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Abú-Bakr Pereira Kebé
Abú-Bakr Pereira Kebé

Posted on • Updated on

Don´t use Singleton Pattern in your unit tests

What is Singleton Pattern?

Is a design pattern that restricts the instantiation of a class to a single instance. This is useful when one object is needed to coordinate actions across the system exemple custom spiner and services. Through this design pattern, the singleton class ensures that it´s only instantiate once, and can provide easy access to the single instante.

Unit Testing

Is a type of software testing where individual units or componentes of a software are tested. Unit tests isolate a section of code and verify its correctness. A unit test may be an individual function, method, procedure, module or object.

Why do some programmers use singleton in testing?

Some programmers use Singleton in their tests with the intention of using the DRY (Don´t repeat yourself) principle by instantiating the classes that will be used in the tests only once.

So, why don't use design pattern singleton in Unit tests?

Considering that one of the best practices in unit testing is that tests should be independent and in case of any change in one test the others should not be affected, the singleton pattern hinders testability.

Singletons cause implicit dependencies between conceptually independent units of code. This is problematic both because they are hidden and because they introduce unnecessary coupling between units.

As there is no control over creation, a clean instance of the object cannot be used for each test.


I'm going to use TypeScript and Jasmine testing framework in this example.

State.ts Model

export class State {
  id: number;
  status: string;
  static instance:State;

  constructor(args: {id:number,status: string}) { =;
    this.status = args.status;

  static getInstance():State{
      State.instance = new State({id:1995,status:'LOADING'});
    return State.instance;
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import { State } from .....;

describe('State', () => {
  let state:State = State.getInstance();

  it('UT1 - should state id and status be correct', () => {
    expect(; // Will always pass
    expect(state.status).toEqual('LOADING'); // Will always pass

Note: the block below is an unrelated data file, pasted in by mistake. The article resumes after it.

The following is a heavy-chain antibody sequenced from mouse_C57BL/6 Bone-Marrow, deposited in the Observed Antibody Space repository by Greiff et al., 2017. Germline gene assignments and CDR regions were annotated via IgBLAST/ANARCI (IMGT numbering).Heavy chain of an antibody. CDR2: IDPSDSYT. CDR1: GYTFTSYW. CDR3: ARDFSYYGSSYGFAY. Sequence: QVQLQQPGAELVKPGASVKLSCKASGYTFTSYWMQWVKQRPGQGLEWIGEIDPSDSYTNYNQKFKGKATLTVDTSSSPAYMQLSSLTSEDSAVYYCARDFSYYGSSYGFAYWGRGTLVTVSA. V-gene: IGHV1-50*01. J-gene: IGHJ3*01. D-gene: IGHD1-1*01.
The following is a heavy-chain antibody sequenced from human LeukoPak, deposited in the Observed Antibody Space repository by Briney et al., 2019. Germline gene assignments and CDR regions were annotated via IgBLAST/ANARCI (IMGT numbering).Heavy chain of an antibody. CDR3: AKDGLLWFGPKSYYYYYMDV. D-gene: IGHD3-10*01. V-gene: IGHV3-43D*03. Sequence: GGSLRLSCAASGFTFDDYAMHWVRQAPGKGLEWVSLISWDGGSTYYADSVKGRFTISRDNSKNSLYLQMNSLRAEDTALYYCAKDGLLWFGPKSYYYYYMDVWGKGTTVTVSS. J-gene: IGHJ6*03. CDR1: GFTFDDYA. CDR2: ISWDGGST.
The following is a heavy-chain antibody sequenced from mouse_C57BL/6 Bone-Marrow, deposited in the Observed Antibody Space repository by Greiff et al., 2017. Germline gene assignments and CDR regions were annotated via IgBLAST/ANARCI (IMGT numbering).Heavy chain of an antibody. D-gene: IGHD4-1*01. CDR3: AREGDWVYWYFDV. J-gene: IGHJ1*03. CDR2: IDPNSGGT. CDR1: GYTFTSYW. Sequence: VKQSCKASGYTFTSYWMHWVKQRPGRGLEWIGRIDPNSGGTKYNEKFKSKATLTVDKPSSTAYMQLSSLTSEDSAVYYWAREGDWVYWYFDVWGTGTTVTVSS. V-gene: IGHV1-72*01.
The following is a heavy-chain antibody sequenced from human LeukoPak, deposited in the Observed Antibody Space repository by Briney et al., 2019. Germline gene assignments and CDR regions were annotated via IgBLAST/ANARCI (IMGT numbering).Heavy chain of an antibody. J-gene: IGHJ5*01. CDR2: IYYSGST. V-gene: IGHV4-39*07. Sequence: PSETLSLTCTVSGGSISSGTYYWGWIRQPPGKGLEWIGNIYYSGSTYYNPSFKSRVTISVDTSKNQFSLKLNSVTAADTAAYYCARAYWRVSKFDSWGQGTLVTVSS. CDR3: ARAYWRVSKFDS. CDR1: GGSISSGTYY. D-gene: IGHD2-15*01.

state.status = 'STOP';

  it('UT2 - should state status be LOADING', () => {
    expect(state.status).toEqual('LOADING'); // It will fail whenever UT1 is run first because the state will always change to STOP

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UT1 (Unit Test 1) and UT2 share state of the same instance of a class causing unnecessary coupling between unit tests.

To prevent this from happening we need to perform some setup.

These activities are called setup and teardown (for cleaning up) and Jasmine has function we can use to make this easier.

First we need to add this code in State.ts

static getCleanInstance():State{
    return new State({id:1995,status:'LOADING'});
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And now we add this code in state.spec.ts
In each test we get a new instance of state eliminating the dependency between tests.

let state:State;
  beforeEach(() => {
     state = State.getCleanInstance();
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Singleton classes do not allow for Test Driven Development (TDD) The laws of TDD.

Unit testing depends on tests being independent of one another, so the tests can be run in any order and the program can be set to a known state before the execution of every unit test. Once you have introduced singletons with mutable state, this may be hard to achieve. In addition, such globally accessible persistent state makes it harder to reason about the code, especially in a multithreaded environment.

The Singleton pattern solves many of your problems. You know that you only need a single instance. You have a guarantee that this instance is initialized before it’s used. It keeps your design simple by having a global access point, but don’t use in your unit tests.

Cheers ✌️,

Top comments (3)

aralce profile image

You can still use it on TDD if on the mock you just add a function called

static void destroy_global_instance() {
if (instance != nullptr) {
delete instance;
instance = nullptr;

Then you use this function on your teardown fucntion.

if you are directly testing a singleton, you can just create a normal class, you test it, and then you inherit in a singleton class

lexlohr profile image
Alex Lohr

You can still use new mySingleton.constructor() for testing purposes if your singleton has persistent states. Yes, it's a tiny bit less elegant. No, it's not impossible to use a singleton in TDD.

vivaldi profile image
Vivaldi Silva

Nice article. 👌🏾